Adam Sandler went to Central Florida to make The Waterboy, Director John Singleton to make Rosewood, Tim Burton and Johnny Depp to make Edward Scissorhands, Michael J. Fox to become Doc Hollywood, and Meryl Streep, Leonardo DiCaprio and Robert De Niro to make Marvin’s Room. Then it seemed like every other state and country got into the tax incentives for filmmakers game.

And then like a crew wrapping a production on location and returning home “Hollywood East” disappeared.  Around the same time a handful of filmmakers educated in Orlando colleges made one of the biggest splashes in independent film history making The Blair Witch Project landing two of the filmmakers on the cover of Time Magazine. Then they all but disappeared as well.

Perhaps the greatest illusion of Florida is the fact that two of the greatest films ever made are set in Florida but neither were shot in the Sunshine State. Both Citizen Kane (listed as AFI’s top film) and Some Like it Hot (AFI’s top comedy film) were shot in California adding to the irony of the Florida film industry.

And most of Scarface, with a story set in Miami, was shot in California. But if you want to see what Miami’s South Beach looked like 25 years ago (gritty) then Scarface is the film to see because they captured well those great art deco exteriors. Even the classic Lauren Bacall & Humphrey Bogart film Key Largo was filmed mostly in California. See what I mean about Florida’s strange dance with the movie industry? But while movies about Florida are not always shot in Florida, Florida did doubled for the Amazon underwater scenes in the cult favorite Creature from the Black Lagoon.

The film industry first came to Florida at the turn of twentieth century and it looked like Jacksonville in North Florida would be a major player in film production. Dozens of films were made there and studios began to pop up to take advantage of the warm sunny days. But eventually the film industry chose Hollywood as it’s go to place to film around the year.

The greater Ft. Lauderdale-Miami -Palm Beach area has seemed positioned over the years to be a leader in the film industry and some fine films and TV programs have been made down there: Body HeatThe Jackie Gleanson Show, Flipper, Gentle Ben, Miami Vice, and most recently CSI Miami, Burn Notice, and Marley & Me written by South Florida reporter and author John Grogan.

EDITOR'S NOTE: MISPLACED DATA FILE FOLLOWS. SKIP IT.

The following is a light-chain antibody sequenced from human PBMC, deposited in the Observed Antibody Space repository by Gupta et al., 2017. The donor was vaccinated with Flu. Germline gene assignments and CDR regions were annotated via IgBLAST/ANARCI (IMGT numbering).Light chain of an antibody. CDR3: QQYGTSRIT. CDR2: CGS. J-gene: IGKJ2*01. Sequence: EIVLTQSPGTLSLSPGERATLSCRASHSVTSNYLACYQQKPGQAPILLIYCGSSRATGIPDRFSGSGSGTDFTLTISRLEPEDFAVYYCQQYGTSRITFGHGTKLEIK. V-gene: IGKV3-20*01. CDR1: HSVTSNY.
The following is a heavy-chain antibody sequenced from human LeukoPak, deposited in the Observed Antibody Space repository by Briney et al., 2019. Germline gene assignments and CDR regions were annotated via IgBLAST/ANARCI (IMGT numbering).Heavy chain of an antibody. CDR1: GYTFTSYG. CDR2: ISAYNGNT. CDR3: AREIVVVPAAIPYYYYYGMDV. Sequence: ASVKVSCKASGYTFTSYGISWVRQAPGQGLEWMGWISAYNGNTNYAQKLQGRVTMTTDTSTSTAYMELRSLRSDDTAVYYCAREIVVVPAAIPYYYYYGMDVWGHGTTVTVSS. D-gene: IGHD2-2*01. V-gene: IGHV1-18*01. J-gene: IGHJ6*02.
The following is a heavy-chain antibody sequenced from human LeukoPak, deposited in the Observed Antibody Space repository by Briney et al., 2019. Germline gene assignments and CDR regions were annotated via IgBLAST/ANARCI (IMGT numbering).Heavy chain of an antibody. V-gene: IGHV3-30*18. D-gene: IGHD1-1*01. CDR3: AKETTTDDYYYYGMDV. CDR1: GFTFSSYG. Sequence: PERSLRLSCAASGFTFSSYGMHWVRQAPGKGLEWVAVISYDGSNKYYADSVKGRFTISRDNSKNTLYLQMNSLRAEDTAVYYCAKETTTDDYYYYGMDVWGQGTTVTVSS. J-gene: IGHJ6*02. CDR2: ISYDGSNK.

And some iconic stars and well know have made films in Florida including Elvis Presley (Follow that Dream), Gary Cooper (Distant Drums), Frank Sinatra (Lady in Cement) and Paul Newman (Absence of Malice). Not to mention a cast of more recent movie stars including John Travolta, Will Smith, Tom Cruise, Jim Carrey, and Demi Moore, as well as Florida’s own legend Burt Reynolds have made movies in Florida.

On the surface when  you step back from the picture what you see emerge in Florida’s 100 year movie history is that Florida doesn’t so much have a unified film industry –it’s one giant back lot. A great place for New York & California filmmakers to come and make movies and commercials. And they have made a lot of them over the years.

But when you look beyond the smoke and mirrors of “Hollywood East” you begin to a deeper foundation.  Since I like to talk about screenwriting and regionalism you can’t get any more regional in Florida than The Yearling written by Marjorie Kinnan Rawlings. The novel won the Pulitzer Prize Novel in 1939 and it became a great  film in 1947 and also was made as a TV film in 1994.

In a similar vein is Minneapolis born writer Theodore Pratt who after a time freelancing in New York spent most of the last 35 years of his life living in Florida and writing more than thirty novels that were set in Florida. His most well-known novel The Barefoot Mailman was made into a movie in 1951.

Zora Neale Hurtson was part of the Harlem Renaissance movement  in the 20s & 30s and used her hometown of Eatonville, Florida as the backdrop for her most well-known novel Their Eyes Were Watching God. Oprah Windfrey produced the TV version of that book in 2005 starring Halle Berry.

As a quirky side note my high school and college creative writing/English teacher  (and Zora Neale Hurston scholar) Annye Refore got me interested in Hurston’s work back in the early 80s and when I was in film school in California I talked to an actress named Cyndi James-Reece who I was taking an acting class with saying she’d be great in the role that Berry eventually played. (Reece went on to win Star Search one year and married Lou Gossett Jr.)

And of course there are a whole list of writers who have called Florida home over the years some whose work has become movies; Ernest Hemingway, James Michener, E.B. White, Harry Crews, John D. McDonald, Carl Hiaasen and Dave Barry to name a few.

But what about…screenwriters from Florida? Yes. Let’s see what we can find. Let’s start with writer/director Victor Nunez who though a UCLA film school graduate is known for his un-Hollywood films. In fact, he could be the poster child for regional filmmakers. The first film I saw of his was A Flash of Green that not only introduced me to his talent but also that of a young actor named Ed Harris. His next film Ruby in Paradise was Ashely Judd’s first film as a lead actress.